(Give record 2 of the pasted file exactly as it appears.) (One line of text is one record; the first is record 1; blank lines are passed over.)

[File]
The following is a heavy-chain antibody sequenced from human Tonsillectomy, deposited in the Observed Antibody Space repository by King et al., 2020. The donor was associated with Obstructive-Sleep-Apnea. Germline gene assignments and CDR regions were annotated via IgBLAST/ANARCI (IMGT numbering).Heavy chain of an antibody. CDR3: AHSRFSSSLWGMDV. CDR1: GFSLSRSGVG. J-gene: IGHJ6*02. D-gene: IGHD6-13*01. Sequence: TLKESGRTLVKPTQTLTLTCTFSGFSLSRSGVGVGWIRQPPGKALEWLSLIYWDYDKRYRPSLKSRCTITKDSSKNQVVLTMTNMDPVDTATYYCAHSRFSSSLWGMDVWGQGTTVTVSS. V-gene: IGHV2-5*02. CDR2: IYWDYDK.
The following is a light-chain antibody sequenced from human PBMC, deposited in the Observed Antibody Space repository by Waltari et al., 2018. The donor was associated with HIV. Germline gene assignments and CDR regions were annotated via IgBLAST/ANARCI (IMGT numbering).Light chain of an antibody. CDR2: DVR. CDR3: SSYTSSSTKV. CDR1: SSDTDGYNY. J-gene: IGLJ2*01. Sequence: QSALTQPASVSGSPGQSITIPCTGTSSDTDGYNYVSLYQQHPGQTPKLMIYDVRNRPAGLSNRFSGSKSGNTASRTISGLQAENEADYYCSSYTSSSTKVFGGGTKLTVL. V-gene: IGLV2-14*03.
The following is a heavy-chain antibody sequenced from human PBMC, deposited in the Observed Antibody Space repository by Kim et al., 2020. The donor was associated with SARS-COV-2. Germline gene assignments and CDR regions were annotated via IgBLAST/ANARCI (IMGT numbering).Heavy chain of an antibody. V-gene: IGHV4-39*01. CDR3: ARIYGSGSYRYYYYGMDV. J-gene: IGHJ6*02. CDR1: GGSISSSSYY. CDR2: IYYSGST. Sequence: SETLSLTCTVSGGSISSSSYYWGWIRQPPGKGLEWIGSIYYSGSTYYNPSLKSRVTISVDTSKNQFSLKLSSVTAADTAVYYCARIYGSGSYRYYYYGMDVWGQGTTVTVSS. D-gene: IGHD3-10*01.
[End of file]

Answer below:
The following is a light-chain antibody sequenced from human PBMC, deposited in the Observed Antibody Space repository by Waltari et al., 2018. The donor was associated with HIV. Germline gene assignments and CDR regions were annotated via IgBLAST/ANARCI (IMGT numbering).Light chain of an antibody. CDR2: DVR. CDR3: SSYTSSSTKV. CDR1: SSDTDGYNY. J-gene: IGLJ2*01. Sequence: QSALTQPASVSGSPGQSITIPCTGTSSDTDGYNYVSLYQQHPGQTPKLMIYDVRNRPAGLSNRFSGSKSGNTASRTISGLQAENEADYYCSSYTSSSTKVFGGGTKLTVL. V-gene: IGLV2-14*03.